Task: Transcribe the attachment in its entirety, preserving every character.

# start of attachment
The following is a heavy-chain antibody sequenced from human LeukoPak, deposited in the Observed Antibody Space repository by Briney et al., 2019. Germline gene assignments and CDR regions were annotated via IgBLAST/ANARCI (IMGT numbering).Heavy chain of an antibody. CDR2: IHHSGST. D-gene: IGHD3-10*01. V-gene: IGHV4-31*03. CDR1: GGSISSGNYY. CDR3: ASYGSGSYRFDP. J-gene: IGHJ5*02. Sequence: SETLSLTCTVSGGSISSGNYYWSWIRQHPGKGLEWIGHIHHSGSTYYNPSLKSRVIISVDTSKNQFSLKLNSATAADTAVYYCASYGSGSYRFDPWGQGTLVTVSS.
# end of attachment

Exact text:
The following is a heavy-chain antibody sequenced from human LeukoPak, deposited in the Observed Antibody Space repository by Briney et al., 2019. Germline gene assignments and CDR regions were annotated via IgBLAST/ANARCI (IMGT numbering).Heavy chain of an antibody. CDR2: IHHSGST. D-gene: IGHD3-10*01. V-gene: IGHV4-31*03. CDR1: GGSISSGNYY. CDR3: ASYGSGSYRFDP. J-gene: IGHJ5*02. Sequence: SETLSLTCTVSGGSISSGNYYWSWIRQHPGKGLEWIGHIHHSGSTYYNPSLKSRVIISVDTSKNQFSLKLNSATAADTAVYYCASYGSGSYRFDPWGQGTLVTVSS.